Seven days in the week. Seven deadly sins. Seven million people die every year from air pollution. That’s more than the number of deaths from malaria, AIDS and TB combined. Seven, a lucky number?
Air pollution causes and aggravates respiratory conditions such as asthma, emphysema and bronchiectasis. It also affects chronic obstructive pulmonary disease (COPD), cancer, cardiovascular disease including heart attacks and stroke, and can cause developmental problems of the lungs of infants, making them more vulnerable to these conditions in adulthood.
Oct 29-Nov 1 Unmask My City (UMC) – a global network of health practitioners championing clean, safe air in our cities, was represented at the World Health Organisation’s first global conference on air pollution and climate change. Governments, doctors and allied health professionals, inter-governmental and non-governmental organisations discussed how to measure pollutants, their sources and, critically, how to cut them.
Headline news from the conference was that the WHO committed to reducing global deaths from air pollution two-thirds by 2030, a welcome and lofty ambition. In addition, the WHO called for an Air Quality Convention to drive action for cleaner air.
Whether another multilateral agreement is needed will doubtless generate much discussion. There are many ideas on the table for how to cut air pollution. But most effective is the combination of legal measures, such as clean air acts or congestion charging, with the political commitment to drive change. For example, the UK’s Health Alliance on Climate Change (UKHACC) called for a shake-up in national air quality legislation on the eve of the WHO conference.
Air pollution is particularly a problem in a number of Asia-Pacific countries, a region which accounts for one-third of global air pollution deaths. A timely solution package was presented, including twenty five cost-effective measures that could contribute to achieving the World Health Organization’s Air Quality Guidelines and the Sustainable Development Goals.
This kind of scientific and technical evidence is essential to underpin societal and political action, but the WHO and UN teams also invited a diversity of participants, from Government Ministers to local active mobility groups, to emphasize the synergies and opportunities for collaboration around air quality, health and climate change. The sense of energy and momentum was powerful. Not all conferences have the bicycle mayors on hand to liven up proceedings; inspired by the São Paulo Bicycle Mayor’s entrance on a bike into the conference room, WHO’s Director General Dr. Tedros Adhanom Ghebreyesus followed suit, cycling into the closing session of the conference. This was a great reminder of the health, air quality and climate benefits of getting around in more active ways.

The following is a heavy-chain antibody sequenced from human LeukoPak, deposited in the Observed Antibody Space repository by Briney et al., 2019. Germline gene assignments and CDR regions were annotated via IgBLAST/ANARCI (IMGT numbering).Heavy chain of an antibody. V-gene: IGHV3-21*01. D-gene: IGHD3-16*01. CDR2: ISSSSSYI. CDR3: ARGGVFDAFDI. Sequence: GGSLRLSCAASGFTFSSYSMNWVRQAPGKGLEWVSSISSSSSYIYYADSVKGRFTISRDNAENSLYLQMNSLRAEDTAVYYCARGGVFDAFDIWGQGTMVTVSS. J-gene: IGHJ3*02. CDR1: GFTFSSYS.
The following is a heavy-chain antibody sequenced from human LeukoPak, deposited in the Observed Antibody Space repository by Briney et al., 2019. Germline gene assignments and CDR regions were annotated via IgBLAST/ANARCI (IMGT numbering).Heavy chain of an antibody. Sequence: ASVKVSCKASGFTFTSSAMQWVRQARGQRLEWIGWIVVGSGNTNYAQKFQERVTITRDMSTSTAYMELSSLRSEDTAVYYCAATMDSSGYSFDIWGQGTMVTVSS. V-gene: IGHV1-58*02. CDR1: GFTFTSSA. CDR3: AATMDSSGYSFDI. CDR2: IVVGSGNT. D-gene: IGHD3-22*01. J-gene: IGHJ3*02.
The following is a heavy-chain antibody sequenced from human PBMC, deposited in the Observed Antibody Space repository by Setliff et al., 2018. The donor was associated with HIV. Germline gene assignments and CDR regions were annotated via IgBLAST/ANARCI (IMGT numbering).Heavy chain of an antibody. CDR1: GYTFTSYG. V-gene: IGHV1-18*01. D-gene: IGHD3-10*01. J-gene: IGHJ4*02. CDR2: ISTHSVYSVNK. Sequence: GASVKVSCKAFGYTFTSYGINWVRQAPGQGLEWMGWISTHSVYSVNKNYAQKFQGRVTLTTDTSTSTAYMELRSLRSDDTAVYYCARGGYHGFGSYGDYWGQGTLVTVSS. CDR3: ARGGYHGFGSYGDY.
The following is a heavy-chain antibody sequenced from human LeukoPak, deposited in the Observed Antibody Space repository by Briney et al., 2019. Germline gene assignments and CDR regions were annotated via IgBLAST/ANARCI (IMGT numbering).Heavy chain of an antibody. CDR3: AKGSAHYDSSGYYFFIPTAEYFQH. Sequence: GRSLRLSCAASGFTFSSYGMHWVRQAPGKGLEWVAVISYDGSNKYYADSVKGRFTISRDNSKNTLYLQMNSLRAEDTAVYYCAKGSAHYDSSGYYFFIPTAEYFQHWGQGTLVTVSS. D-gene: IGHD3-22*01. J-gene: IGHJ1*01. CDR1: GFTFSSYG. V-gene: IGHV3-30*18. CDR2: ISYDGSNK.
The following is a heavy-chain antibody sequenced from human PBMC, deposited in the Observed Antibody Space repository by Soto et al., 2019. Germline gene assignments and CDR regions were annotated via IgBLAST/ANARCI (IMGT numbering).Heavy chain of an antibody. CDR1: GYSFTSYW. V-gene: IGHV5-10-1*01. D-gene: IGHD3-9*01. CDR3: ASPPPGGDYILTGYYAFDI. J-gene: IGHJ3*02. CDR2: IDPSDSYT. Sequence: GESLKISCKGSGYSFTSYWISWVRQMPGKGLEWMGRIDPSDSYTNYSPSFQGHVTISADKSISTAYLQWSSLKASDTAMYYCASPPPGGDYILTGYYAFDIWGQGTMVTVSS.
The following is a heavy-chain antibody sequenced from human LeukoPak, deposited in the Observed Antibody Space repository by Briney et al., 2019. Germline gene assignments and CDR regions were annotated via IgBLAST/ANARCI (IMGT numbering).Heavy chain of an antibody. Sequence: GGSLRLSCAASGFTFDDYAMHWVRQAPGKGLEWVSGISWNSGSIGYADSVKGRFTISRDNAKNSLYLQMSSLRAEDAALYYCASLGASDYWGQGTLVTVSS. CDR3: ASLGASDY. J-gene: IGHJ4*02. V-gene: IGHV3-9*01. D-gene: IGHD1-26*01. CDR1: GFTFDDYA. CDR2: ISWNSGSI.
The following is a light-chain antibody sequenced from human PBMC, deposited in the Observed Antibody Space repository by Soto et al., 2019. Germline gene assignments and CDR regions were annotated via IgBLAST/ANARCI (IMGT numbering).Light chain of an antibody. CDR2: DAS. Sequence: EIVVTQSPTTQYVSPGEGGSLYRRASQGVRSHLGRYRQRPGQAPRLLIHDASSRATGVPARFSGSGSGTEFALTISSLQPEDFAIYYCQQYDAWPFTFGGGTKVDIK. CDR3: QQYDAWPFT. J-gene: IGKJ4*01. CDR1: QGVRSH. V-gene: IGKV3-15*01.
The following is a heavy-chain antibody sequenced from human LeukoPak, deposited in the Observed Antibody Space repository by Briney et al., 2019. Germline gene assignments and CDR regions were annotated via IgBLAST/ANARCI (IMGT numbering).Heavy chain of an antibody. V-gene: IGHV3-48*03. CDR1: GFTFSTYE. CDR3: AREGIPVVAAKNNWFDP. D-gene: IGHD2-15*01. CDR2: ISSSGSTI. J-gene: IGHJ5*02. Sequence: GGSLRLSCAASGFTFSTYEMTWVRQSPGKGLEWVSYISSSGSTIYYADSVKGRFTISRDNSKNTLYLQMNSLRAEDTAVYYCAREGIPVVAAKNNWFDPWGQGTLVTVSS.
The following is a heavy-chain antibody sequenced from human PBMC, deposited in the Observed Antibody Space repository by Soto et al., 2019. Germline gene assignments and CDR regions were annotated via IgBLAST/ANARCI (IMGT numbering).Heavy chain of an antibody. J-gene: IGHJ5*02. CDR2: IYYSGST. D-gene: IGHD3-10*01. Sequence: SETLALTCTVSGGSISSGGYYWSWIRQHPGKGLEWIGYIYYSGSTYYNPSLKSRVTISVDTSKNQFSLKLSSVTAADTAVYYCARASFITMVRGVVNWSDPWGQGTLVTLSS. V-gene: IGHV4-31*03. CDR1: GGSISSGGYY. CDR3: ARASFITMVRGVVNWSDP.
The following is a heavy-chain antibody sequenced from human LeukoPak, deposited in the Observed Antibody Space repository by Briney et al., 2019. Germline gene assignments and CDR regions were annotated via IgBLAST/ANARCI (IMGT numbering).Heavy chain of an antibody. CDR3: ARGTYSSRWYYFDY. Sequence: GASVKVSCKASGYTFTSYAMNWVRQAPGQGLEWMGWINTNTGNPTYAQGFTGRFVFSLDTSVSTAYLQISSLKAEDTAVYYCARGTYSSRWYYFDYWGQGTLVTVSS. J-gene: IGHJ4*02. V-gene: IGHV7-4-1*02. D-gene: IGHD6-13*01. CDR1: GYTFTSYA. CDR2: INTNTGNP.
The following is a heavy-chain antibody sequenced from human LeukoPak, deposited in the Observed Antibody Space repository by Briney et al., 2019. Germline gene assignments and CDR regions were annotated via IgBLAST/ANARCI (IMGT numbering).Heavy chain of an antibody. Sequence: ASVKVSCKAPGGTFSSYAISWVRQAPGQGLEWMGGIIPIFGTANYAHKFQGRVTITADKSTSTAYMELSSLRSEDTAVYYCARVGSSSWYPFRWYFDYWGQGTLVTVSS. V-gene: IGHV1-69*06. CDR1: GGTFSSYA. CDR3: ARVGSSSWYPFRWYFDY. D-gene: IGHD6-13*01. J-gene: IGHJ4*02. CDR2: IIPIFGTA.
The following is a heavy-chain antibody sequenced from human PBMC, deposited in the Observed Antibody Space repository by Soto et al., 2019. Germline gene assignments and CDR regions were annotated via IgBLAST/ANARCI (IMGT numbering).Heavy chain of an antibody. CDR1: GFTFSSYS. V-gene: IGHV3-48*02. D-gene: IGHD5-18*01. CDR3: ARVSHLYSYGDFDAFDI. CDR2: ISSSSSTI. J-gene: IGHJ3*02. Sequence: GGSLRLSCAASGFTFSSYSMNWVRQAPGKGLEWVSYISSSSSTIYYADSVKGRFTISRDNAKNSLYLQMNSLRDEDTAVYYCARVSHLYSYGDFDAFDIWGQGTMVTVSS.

Over the three days there were many alarming pictures of pink healthy lungs turned black through inhalation of air pollution, and uncomfortable statistics about the increase in deaths and disease. It was particularlydisturbing to learn that some western nations are consciously exporting more polluting products to low and middle income countries because they can’t be sold at home. Swiss traders, for example, were reported to blend the poorest possible diesel quality for African countries who had weak controls over sulphur content.
There’s some basis then for the WHO labelling air pollution as the new tobacco. The issue has become a toxic mix of deadly health risks combined with corporate self-interest and government inaction. One big difference, though, is that people choose to smoke whereas we cannot choose not to breathe.
Globally, more than 9 in 10 children are breathing air that is dangerous to health, the result, as climate champion, Christiana Figueres pointedly observed, of treating our atmosphere as an open sewer.
The sources of pollution that affect local air quality also affect global climate change. One of the striking points made in the recent IPCC 1.5 degree report is that the health co-benefits from cleaner air of actions to limit climate change could outweigh the cost of reducing carbon emissions in most major emitting countries. There are no more excuses! As the conference observed, the time for action is yesterday. The health community has a key role to play in addressing climate change, and taking on air pollution is a critical starting point.
As part of this response Unmask My City held a live stream event at the conference with Dr Fiona Godlee, Editor in Chief of the British Medical Journal interviewing three of the conference’s expert speakers: Dr. Arvind Kumar, Founder Trustee of the Lung Care Foundation, India; Dr. Maria Neira, WHO Director of Public Health, Environmental and Social Determinants of Health; and JP Amaral, Founder of Bike Anjo and São Paulo Bicycle Mayor.
Importantly, UMC partners from Sofia, Seattle and London sent in photos of their air quality readings. These cards so caught the attention of conference attendees that they joined in creating a photo gallery of readings from Mongolia, Kathmandu, Bangkok, Geneva, Jakarta, Singapore and more to share with delegates.
Air pollution and climate change have no boundaries and people living around the globe have a lot to lose if we fail to cut emissions. And yet, if six continents tackle air quality and climate change, we will improve the lives and livelihoods of the over seven billion people on the planet, and protect the environment on which we all depend.